The Bank of Japan's loan scheme targeting growth industries drew solid demand on Tuesday, pushing its cumulative lending to just 60 billion yen ($740 million) from a 3 trillion yen cap and paving the way for debate within the board about expanding it.
The central bank will consider topping up the program as early as its next rate review in June, so that it can put it to use later this year to support Japan's reconstruction from the devastating March 11 earthquake.
But some analysts said the BOJ should focus on directly supporting the quake-hit economy rather than worrying about nurturing growth industries.
This scheme is basically a subsidy to commercial banks and isn't helping to boost bank lending much, said Takeshi Minami, chief economist at Norinchukin Research Institute.
The BOJ doesn't really have the power to decide which industry has growth potential. I think it should stick to basics, which is to support the economy with monetary policy.
The loan scheme is among a variety of programs the BOJ has put in place since last year to battle problems plaguing Japan, including the quake's damage to the fragile economy, persistent deflation and sliding potential growth.
The BOJ said on Tuesday that it would lend an additional 829.6 billion yen under the program, which offers 0.1 percent loans to financial institutions that lend to sectors with growth potential, such as environmental protection and health care.
NO BOJ CONSENSUS
The fourth tranche, to be disbursed on June 8, will bring the cumulative lending to 2.94 trillion yen, near the 3 trillion yen set aside for the program.
That limits room for the BOJ to extend loans even though it plans four more tranches before the scheme expires in March of next year.
BOJ Governor Masaaki Shirakawa has said he hoped to consider ways to enhance the scheme, put in place in June last year as a long-term approach to revitalize the economy and beat deflation, and use it for post-quake reconstruction.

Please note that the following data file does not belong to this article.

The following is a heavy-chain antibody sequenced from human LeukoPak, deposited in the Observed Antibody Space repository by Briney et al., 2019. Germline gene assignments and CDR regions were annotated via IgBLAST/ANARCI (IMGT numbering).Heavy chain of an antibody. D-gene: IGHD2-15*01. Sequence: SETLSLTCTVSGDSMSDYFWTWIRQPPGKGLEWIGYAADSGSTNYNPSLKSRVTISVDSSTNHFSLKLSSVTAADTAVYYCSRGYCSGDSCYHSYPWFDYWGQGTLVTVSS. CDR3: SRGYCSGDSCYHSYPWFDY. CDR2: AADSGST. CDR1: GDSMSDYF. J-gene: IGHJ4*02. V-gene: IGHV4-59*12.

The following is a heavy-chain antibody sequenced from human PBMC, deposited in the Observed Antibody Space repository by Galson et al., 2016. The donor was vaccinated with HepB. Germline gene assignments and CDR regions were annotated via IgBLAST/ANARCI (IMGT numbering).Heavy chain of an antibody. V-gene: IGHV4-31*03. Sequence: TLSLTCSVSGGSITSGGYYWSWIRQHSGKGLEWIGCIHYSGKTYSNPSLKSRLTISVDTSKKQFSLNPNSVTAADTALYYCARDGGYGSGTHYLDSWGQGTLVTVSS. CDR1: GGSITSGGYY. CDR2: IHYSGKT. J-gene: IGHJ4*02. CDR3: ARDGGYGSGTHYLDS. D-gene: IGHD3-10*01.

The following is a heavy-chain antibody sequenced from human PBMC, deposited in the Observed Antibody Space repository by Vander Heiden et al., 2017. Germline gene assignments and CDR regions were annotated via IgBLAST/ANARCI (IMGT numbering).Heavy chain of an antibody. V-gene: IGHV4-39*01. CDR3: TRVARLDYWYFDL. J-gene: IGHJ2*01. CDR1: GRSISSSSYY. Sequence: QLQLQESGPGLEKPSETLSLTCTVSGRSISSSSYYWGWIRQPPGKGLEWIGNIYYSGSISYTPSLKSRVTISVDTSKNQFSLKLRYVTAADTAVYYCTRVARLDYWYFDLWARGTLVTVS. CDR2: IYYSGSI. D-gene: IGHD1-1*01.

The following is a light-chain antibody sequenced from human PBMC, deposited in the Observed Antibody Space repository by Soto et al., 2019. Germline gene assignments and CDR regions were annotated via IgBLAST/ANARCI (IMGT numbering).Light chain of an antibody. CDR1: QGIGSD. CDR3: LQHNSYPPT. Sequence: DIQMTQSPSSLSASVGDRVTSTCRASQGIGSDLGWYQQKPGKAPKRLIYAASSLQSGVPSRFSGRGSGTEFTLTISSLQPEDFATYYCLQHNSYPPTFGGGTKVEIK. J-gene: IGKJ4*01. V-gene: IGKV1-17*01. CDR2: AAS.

But there is no consensus within the BOJ yet on how this would be done. Several ideas are being floated, including simply adding reconstruction to the list of eligible loans for the scheme, or setting up a similar but entirely new framework focusing on reconstruction assistance.
Reaching a conclusion will not be easy. Some BOJ officials are cautious about expanding the scheme, which has drawn complaints from regional lenders, such as credit unions, that it is excessively squeezing their profit margins.
There is a possibility that the BOJ will maintain the cap at 3 trillion yen or hold off on a decision until July, sources familiar with the central bank's thinking said.
With interest rates virtually at zero, the BOJ has launched various measures aimed at funneling money into the fragile economy and pulling it out of deflation.
The loan scheme targeting growth industries is separate from the BOJ's asset buying program, under which it buys government bonds and private debt.
The asset buying scheme, put in place in October last year and doubled to 10 trillion yen in March, is a direct, short-term monetary easing measure, whereas the loan scheme for growth industries is a longer-term, less direct approach to fighting deflation.
The BOJ is likely to hold off on expanding the asset buying scheme when its board next meets on June 13-14, unless a sudden market shock such as a renewed spike in the yen hurts business sentiment.
($1 = 80.955 Japanese Yen)
(Reporting by Leika Kihara; Editing by Edmund Klamann)